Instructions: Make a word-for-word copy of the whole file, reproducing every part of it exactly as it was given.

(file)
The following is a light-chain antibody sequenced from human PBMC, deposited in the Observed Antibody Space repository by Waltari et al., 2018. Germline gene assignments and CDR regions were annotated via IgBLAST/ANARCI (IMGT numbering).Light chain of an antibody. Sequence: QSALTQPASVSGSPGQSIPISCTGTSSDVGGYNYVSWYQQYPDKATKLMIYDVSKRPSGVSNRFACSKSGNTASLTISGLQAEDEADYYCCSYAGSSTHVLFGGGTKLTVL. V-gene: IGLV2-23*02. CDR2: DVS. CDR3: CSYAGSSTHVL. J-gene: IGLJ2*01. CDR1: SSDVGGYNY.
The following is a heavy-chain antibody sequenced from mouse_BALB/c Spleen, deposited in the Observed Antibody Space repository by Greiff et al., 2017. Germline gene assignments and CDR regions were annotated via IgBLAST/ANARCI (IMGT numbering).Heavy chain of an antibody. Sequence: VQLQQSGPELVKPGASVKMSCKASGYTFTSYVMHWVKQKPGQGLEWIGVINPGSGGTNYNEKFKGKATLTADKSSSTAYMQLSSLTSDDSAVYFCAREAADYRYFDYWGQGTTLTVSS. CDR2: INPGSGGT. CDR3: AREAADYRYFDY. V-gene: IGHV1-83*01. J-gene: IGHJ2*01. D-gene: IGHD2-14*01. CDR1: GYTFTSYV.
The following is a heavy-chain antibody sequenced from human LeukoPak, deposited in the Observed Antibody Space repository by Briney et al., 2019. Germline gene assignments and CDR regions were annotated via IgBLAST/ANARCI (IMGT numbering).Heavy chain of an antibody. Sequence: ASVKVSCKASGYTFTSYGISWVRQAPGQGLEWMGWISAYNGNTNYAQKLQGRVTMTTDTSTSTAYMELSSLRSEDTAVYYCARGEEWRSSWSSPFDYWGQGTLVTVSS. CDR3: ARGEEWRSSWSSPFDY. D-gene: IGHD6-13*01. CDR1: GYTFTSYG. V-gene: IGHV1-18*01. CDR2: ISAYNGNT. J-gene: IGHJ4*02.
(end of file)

The following is a light-chain antibody sequenced from human PBMC, deposited in the Observed Antibody Space repository by Waltari et al., 2018. Germline gene assignments and CDR regions were annotated via IgBLAST/ANARCI (IMGT numbering).Light chain of an antibody. Sequence: QSALTQPASVSGSPGQSIPISCTGTSSDVGGYNYVSWYQQYPDKATKLMIYDVSKRPSGVSNRFACSKSGNTASLTISGLQAEDEADYYCCSYAGSSTHVLFGGGTKLTVL. V-gene: IGLV2-23*02. CDR2: DVS. CDR3: CSYAGSSTHVL. J-gene: IGLJ2*01. CDR1: SSDVGGYNY.
The following is a heavy-chain antibody sequenced from mouse_BALB/c Spleen, deposited in the Observed Antibody Space repository by Greiff et al., 2017. Germline gene assignments and CDR regions were annotated via IgBLAST/ANARCI (IMGT numbering).Heavy chain of an antibody. Sequence: VQLQQSGPELVKPGASVKMSCKASGYTFTSYVMHWVKQKPGQGLEWIGVINPGSGGTNYNEKFKGKATLTADKSSSTAYMQLSSLTSDDSAVYFCAREAADYRYFDYWGQGTTLTVSS. CDR2: INPGSGGT. CDR3: AREAADYRYFDY. V-gene: IGHV1-83*01. J-gene: IGHJ2*01. D-gene: IGHD2-14*01. CDR1: GYTFTSYV.
The following is a heavy-chain antibody sequenced from human LeukoPak, deposited in the Observed Antibody Space repository by Briney et al., 2019. Germline gene assignments and CDR regions were annotated via IgBLAST/ANARCI (IMGT numbering).Heavy chain of an antibody. Sequence: ASVKVSCKASGYTFTSYGISWVRQAPGQGLEWMGWISAYNGNTNYAQKLQGRVTMTTDTSTSTAYMELSSLRSEDTAVYYCARGEEWRSSWSSPFDYWGQGTLVTVSS. CDR3: ARGEEWRSSWSSPFDY. D-gene: IGHD6-13*01. CDR1: GYTFTSYG. V-gene: IGHV1-18*01. CDR2: ISAYNGNT. J-gene: IGHJ4*02.